18 August 2009

Ho! For the Ides of September Through Lenses of Long Ago

By Sandy Griswold.

Hard, indeed, is it to realize that in a few days over three weeks, and the sweet old summer time will again have passed. While September, really should be our expiring month, calendarically as well as properly of glorious summer season, it is not, but instead the initial month of all, and will be, ushered in upon us exactly one month from Thursday, next.

All is silent and full of ghosts of gloom.

A fish hawk floats down over the nearby rive bed and as he catches sight of the vacant space you blind has made in the thick reeds and canes, he gives an eery cry, guttural and hoarse, as if struggling with a cold caught from the damps of his evening hunting, and up he shoots into the space, and goes winnowing off over the lake.

The Dawn of Fall.

And then, just 15 days later and the wild fowl season will open, and the sportsmen are even already in a state of feverish anticipation, and when you take into consideration that there are today one thousand duck hunters in this state to where there was few dozens 20 years ago, well may you ask what the harvest will be?

While the prospects are fair, they do not come within a thousandfold of what they were even a decade ago, and timely, indeed, has been the action of the government and state in cutting down the daily limit on ducks and geese, and, in fact, feathered game of all kinds. And if added to this had been a law delaying the open season to October 1 or 15, much more effective would have been the general result. But more of this at another time, for in these days, with full appreciation of the coming annihilation of all game birds as well as animals, the time is drawing nearer and nearer to no shooting at all.

A Remembrance of the Past.

By way of diversion, and to awaken memories that can never die, I will attempt the sketching of a little picture that will thrust into the mind's eye, and more poignantly now, as the big locust twangs his vibrant harp in dull and dunning verdure of city park, dooryard, orchard and the farther woods, as well as that of broad field and sprawling marshland, bearing a subtle message of shooting days. A glance will show, I wean, and bring back to many and many an old sportsman the joys he has had in the glorious, but greatly lamented past.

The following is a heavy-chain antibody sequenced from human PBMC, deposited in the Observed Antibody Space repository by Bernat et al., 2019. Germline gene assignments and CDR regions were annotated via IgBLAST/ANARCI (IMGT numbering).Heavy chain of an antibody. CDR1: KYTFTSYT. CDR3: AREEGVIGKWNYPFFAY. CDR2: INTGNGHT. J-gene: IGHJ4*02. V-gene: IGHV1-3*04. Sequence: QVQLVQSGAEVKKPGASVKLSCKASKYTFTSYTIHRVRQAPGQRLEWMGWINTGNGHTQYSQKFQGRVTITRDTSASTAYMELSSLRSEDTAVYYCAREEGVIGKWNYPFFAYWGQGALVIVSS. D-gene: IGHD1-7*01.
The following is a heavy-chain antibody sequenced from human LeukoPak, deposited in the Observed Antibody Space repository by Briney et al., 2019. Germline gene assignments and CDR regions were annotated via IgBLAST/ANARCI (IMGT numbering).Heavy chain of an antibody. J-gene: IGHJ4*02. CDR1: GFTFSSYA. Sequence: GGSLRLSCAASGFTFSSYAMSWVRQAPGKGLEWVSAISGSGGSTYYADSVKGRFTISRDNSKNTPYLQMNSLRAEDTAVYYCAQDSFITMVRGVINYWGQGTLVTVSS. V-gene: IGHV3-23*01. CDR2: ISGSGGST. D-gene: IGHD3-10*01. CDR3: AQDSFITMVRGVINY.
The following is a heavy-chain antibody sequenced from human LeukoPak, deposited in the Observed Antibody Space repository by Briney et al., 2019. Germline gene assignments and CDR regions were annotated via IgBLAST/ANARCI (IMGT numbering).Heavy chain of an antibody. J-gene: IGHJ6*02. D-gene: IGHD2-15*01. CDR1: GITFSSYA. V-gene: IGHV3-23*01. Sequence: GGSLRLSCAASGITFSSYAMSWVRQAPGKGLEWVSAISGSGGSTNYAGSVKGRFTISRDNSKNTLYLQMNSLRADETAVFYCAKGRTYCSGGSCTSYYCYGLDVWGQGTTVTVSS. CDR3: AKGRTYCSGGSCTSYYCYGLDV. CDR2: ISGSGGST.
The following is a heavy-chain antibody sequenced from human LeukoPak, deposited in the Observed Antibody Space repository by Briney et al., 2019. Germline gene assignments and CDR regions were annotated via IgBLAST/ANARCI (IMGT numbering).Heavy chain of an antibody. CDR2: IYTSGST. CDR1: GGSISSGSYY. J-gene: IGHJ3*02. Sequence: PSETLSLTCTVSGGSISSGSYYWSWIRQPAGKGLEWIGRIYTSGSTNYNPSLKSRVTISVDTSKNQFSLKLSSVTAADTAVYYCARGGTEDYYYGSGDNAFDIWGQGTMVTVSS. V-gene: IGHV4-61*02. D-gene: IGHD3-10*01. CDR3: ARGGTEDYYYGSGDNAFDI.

Here it is:

Eventide in the Sandhills.

The hazy autumn sun is falling rapidly toward the purple rim of the our western sandhills, out at old Wolf, Hackberry, Ballards, Pelican, Beaver, Marsh, and hundreds of others, and the birds are all ready for the evening flight, from far off feeding grounds to the sanctity of their roosts on the broad waters of lake or pool.

Musquash Takes the Cue.

A muskrat makes his appearance in a clot of a vegetable puddle near his battered dome of chopped tule and cane stalks, and twitching his whiskers, comes paddling gracefully across the channel toward your hide in the reeds.

He is soon within the cover of the seivedge of the rushes, and you thought he had gone, but the next instant you see his flat brown head breaking the water not more than a yard or two from your boat, hidden in the cover so deftly and so perfectly.

He remains motionless a breathless moment curiously eyeing you, but when you suddenly pick up your gun he has vanished like a wisp of spray before a driving gale. Quick as you were, you were not quick enough, thanks to the all-protecting Eye. Like a flash of light he upturned and buried himself in the aqueous depths, his flat tail wiggling a fare-you-well as he disappears from your view.

The sun goes down, and in the ambient light which has fallen like a curtain over the far-flung waters, the evening flight begins!

Ask the Wailing Winds.

Ah's me! Will I, or any of you, my old comrades of the days gone by, ever behold the like again, that wild and wondrous scene - will we ever again have the shooting we had that never-to-be-forgotten October eventide, on that grand but lonely lake in the sandhills?

In the twinkling of an eye the air was filled with a whir and murmur like that intangible roar that comes to you at midnight from off the mighty ocean.

There were darting birds with swishing wings in the void above, over the rice fields and water all about you. Their numbers were incomputable, for nowhere in all this broad land was there ever seen anything like the wold fowl that then thronged the darking heavens as they did that long ago night when you lay in your blind among the tules on the shore of that lonesome lake in the ghostly sandhills!

August 7, 1927. Sunday World-Herald 62(45): 5-S.

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